But then, I thought, I have so much trouble taking notes. But I figured that out— just doodle in class. Doodling saved more than a few of my grades, giving my hands something to do, freeing up my mind to listen to the professor fully and intently. I stopped taking notes my sophomore year, although some professors didn’t seem to enjoy my doodling habit. Of course, there was the undeniable fact that I started projects like wildfire and finished very few of them, often overwhelmed by the amount of obligations I had made for myself. The same with video games— I could barely play a single game without starting a new one, except on rare occasions. Calvin would always be there, tapping me on the shoulder, whispering in my ear as loudly as possible, “hey, lookit that!”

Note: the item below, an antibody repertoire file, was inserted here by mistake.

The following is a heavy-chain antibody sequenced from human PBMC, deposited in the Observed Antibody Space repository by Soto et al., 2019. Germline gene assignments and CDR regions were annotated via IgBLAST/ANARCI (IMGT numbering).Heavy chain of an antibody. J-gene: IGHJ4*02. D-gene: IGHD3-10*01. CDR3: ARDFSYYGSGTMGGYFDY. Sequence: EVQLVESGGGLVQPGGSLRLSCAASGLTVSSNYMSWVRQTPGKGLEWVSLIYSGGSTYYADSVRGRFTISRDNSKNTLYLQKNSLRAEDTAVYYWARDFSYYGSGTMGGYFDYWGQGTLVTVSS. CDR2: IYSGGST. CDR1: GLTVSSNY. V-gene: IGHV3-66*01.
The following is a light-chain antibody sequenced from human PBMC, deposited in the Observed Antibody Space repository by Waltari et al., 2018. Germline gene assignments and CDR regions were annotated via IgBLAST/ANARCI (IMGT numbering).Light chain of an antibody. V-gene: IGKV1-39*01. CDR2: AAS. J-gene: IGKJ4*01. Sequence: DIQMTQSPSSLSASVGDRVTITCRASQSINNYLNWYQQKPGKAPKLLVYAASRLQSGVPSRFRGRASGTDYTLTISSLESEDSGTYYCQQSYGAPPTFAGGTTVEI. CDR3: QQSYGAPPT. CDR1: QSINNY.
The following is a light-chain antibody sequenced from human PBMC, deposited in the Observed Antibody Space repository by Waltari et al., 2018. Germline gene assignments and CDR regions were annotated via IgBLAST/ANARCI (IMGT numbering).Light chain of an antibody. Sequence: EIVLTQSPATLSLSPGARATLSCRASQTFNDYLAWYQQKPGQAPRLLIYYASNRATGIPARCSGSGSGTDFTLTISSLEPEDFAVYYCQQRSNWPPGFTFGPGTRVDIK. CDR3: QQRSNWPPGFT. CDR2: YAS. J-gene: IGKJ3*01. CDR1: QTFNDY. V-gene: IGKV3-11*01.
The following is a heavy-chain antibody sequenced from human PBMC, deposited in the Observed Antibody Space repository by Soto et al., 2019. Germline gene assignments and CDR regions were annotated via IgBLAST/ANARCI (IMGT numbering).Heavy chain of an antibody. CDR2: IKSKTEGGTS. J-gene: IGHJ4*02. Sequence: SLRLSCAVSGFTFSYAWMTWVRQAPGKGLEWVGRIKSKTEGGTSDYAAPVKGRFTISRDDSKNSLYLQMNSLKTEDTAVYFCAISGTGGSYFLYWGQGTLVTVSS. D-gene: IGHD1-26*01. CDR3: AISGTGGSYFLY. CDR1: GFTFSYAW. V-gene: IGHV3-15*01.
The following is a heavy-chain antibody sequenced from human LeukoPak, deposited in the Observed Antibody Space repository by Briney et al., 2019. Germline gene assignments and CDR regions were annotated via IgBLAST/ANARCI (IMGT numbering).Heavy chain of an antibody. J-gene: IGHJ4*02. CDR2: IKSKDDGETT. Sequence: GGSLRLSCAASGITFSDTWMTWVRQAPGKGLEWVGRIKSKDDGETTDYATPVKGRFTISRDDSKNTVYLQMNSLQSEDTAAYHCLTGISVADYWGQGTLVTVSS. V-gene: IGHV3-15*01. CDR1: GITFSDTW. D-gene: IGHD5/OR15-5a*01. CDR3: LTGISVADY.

Even worse, I, a lifelong reader, had trouble even keeping focus on reading for my literature classes. I would find myself thinking of five other things before realizing that I had buzzed through four pages without comprehending anything. And it only got worse with stress. I spent more than a few long nights fueled by the kind of focus that only a 2 liter of caffeine and an impending deadline can create.
But I couldn’t have ADD. The people I heard about in school using and abusing Adderall were cheaters. I wasn’t a cheater. I could do it all by myself. And in the end, I did. I graduated college without so much as seeing an illicit “performance enhancer.”